In the body language section of the "Police & Dog Encounters" videos, dog trainer and author Brian Kilcommons works with four Chicago PD officers on how to approach dogs that are not very happy about having strangers in their territory. "Dogs don't lie," Kilcommons says on the video. "They tell you what they are thinking." That may be true, but you have to know how to interpret what the dog is saying.
Often what dogs are saying to police officers is, "Where did you come from?" "I don't want you here." "You scare me."
Kilcommons and other dog behavior experts contacted for this article say the first thing an officer about to enter a property should check for is signs of a dog on that property. These include "Beware of Dog" signs, worn running paths next to the fence, dog leads, dog toys, food dishes, and water bowls.
If officers see these things and they are not trying to stealth their way onto the property and into the dwelling, experts say it's time to make some noise. "You don't want to surprise an animal. A startled dog will turn around and come after you," says Jim Osorio, a former officer who has trained thousands of officers through his Texas-based company Canine Encounters Law Enforcement Training.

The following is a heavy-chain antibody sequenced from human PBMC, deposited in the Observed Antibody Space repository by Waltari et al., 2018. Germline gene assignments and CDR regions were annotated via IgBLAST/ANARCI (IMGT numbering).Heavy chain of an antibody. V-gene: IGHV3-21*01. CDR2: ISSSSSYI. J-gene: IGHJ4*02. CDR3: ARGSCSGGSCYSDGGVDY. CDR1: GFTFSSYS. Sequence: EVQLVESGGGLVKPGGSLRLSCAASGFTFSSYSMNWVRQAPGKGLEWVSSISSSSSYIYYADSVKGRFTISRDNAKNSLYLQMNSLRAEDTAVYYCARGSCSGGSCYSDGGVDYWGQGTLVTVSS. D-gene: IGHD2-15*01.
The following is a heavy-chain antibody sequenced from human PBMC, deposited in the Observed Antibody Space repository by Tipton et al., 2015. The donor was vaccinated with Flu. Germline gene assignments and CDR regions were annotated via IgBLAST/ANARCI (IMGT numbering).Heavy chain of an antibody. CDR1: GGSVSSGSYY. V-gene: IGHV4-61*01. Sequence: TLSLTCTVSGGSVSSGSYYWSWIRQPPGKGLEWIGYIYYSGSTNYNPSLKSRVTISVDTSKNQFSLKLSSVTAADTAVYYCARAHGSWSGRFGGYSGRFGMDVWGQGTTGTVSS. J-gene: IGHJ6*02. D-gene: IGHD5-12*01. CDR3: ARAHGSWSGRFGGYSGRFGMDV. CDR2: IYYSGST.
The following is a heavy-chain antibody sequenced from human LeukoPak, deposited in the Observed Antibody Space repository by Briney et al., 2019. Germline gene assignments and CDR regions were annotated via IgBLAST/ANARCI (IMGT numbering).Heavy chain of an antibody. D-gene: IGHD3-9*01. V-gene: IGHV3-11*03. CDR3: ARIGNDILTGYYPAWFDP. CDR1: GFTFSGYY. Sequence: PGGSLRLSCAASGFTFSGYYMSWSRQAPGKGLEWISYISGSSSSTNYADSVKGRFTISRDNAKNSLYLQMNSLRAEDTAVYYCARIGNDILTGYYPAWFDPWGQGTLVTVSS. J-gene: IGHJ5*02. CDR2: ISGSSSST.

Kilcommons says officers have to remember they are entering the dog's territory and the dog's job is to defend that territory. "It's the officer's body language that sets most dogs off," he explains. "Police are taught to take control, be assertive, and stand there and be ready. And the more you push like that, the more you stare at the dog, the worse it gets."
ASPCA dog behavior expert Dr. Randall Lockwood says officers dealing with a dog in a non-exigent circumstance should consider the situation like a hostage negotiation. "What the dog wants is for you to go away. What you want to do is stay, do what you need to do, and then leave. You and the dog need to reach agreement on the terms by which that will take place," he explains.